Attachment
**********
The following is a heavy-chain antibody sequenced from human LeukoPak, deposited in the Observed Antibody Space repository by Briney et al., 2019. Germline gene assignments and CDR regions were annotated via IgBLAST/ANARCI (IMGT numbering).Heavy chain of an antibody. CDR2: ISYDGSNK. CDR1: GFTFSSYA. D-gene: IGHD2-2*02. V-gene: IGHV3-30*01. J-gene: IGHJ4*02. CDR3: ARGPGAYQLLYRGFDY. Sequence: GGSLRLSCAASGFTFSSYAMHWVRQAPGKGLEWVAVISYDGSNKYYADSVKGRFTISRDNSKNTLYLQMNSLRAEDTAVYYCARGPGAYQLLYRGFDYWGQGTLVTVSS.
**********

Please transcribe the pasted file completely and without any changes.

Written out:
The following is a heavy-chain antibody sequenced from human LeukoPak, deposited in the Observed Antibody Space repository by Briney et al., 2019. Germline gene assignments and CDR regions were annotated via IgBLAST/ANARCI (IMGT numbering).Heavy chain of an antibody. CDR2: ISYDGSNK. CDR1: GFTFSSYA. D-gene: IGHD2-2*02. V-gene: IGHV3-30*01. J-gene: IGHJ4*02. CDR3: ARGPGAYQLLYRGFDY. Sequence: GGSLRLSCAASGFTFSSYAMHWVRQAPGKGLEWVAVISYDGSNKYYADSVKGRFTISRDNSKNTLYLQMNSLRAEDTAVYYCARGPGAYQLLYRGFDYWGQGTLVTVSS.